Questlove was the first person to reach me after President Obama’s announcement to normalize relations with Cuba on December 17, 2014 and ask to visit Cuba. His heart and soul has been invested in the island nation since their Havana performance in 2002, always dreaming of the day he’d go back. Enter April 2015, there was finally a hole in his exhaustive schedule, including Late Night with Jimmmy Fallon, tucked just after Coachella 2014. Cuba, here we come. It was a hell of a memory.

In addition to two nights of DJing, Questlove made good use of his time in Havana, engaging in extensive cultural research both by digging up some classic Cuban-made vinyl and by visiting the legendary EGREM studios, where most–if not all–of those classic sessions were recorded. Upon reading some of the comments on YouTube under this video, I noticed a random viewer nodding at the mini-doc while mentioning the other American rapper, Jay Z, and his visit. “Hova didn’t do shit but photo op in Cuba” wrote Ricardo Herrera. Harsh words, but penetratingly honest. It’s going to be the responsibility of each powerful US artist to truly look beyond the veil when visiting the island.

It seems the only action that Jay took was returning home and penning an “open letter” song to the US Administration. I cannot comment on any deep “conversations-on-the-ground” that Jay had in Cuba (maybe he did, maybe he didn’t), but nonetheless, it would have been informative to get a more robust report of his activities with the Cuban youth and personal insights he gained of their struggles today, beyond the cigars, 1950’s cars, and fluffy State tour. I’m not dissing on Jay because I am aware of his philanthropic efforts in other areas, however, my plea to Hova is, “Don’t sleep on Cuba”. Visiting is not good enough. Go deeper. Especially the marginalized [and sometimes censored] hip hop scene, who need your guidance more than ever to speak their truths.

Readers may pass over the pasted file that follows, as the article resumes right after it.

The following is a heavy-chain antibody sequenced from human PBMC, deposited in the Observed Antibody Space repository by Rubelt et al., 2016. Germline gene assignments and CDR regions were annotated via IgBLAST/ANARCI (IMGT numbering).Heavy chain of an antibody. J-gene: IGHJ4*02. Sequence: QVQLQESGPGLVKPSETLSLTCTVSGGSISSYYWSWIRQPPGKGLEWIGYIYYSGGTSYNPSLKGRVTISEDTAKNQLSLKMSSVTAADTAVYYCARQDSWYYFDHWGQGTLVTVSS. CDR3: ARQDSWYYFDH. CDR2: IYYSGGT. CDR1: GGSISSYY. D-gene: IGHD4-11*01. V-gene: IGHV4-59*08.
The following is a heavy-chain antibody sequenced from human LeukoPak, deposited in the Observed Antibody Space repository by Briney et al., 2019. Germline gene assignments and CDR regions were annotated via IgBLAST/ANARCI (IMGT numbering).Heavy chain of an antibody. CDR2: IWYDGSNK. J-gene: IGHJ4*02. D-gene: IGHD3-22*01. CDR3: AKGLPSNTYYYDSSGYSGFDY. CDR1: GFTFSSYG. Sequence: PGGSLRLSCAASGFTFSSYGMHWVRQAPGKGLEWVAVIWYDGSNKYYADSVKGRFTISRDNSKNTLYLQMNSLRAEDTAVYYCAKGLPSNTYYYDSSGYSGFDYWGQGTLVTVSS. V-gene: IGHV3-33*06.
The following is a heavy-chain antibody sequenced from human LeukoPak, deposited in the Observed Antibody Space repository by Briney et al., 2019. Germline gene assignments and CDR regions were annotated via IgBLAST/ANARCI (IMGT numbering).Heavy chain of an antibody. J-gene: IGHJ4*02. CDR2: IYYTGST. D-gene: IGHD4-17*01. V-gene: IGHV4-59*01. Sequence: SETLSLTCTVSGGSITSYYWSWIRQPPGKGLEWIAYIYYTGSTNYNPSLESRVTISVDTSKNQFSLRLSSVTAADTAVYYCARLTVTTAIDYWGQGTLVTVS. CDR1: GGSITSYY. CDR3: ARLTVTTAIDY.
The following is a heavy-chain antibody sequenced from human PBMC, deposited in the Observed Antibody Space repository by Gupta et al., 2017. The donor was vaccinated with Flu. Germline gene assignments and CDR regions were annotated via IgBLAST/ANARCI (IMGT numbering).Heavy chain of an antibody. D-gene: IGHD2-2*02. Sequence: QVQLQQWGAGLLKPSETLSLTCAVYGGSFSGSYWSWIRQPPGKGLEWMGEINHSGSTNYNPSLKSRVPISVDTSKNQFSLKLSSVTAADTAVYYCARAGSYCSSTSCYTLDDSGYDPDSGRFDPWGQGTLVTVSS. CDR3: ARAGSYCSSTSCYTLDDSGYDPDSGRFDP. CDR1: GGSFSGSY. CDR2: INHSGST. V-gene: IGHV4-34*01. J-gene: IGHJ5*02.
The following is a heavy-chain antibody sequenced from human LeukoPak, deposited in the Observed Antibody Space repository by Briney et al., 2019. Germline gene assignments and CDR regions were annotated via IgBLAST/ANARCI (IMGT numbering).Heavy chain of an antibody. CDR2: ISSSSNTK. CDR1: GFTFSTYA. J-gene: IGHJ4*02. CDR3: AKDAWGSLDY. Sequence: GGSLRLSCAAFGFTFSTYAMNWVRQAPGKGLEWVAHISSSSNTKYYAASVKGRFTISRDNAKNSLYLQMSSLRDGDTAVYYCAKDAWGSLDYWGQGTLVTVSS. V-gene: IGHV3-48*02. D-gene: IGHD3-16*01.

I’d like to thank the whole team who helped put this trip and video together. Let’s keep doing this!

Credits:

Directors: Jauretsi & Daniel Petruzzi
Cinematographer: Hector David Rosales
Sound Technician: Adrian Garcia
Editor: Jake Remingon
Executive Producer: Daniel Petruzzi for Okayplayer
Produced by: Edgar Productor n Jefe, Okayplayer, You and Me Inc.
Sugar Barons.
All Music Courtesy of: Edgaro Productor n Jefe & Maria Bacardi, MB Records

“Me Queda Voz (Instrumental)
Produced by Edgaro Productor n Jefe

“Cojimar” (Instrumental)
Produced by Edgaro Productor n Jefe

“Nunca Vida Mia”
Produced by Edgaro Productor n Jefe

“Nosotros” (Maria Bacardi Version)
Produced by Edgaro Productor n Jefe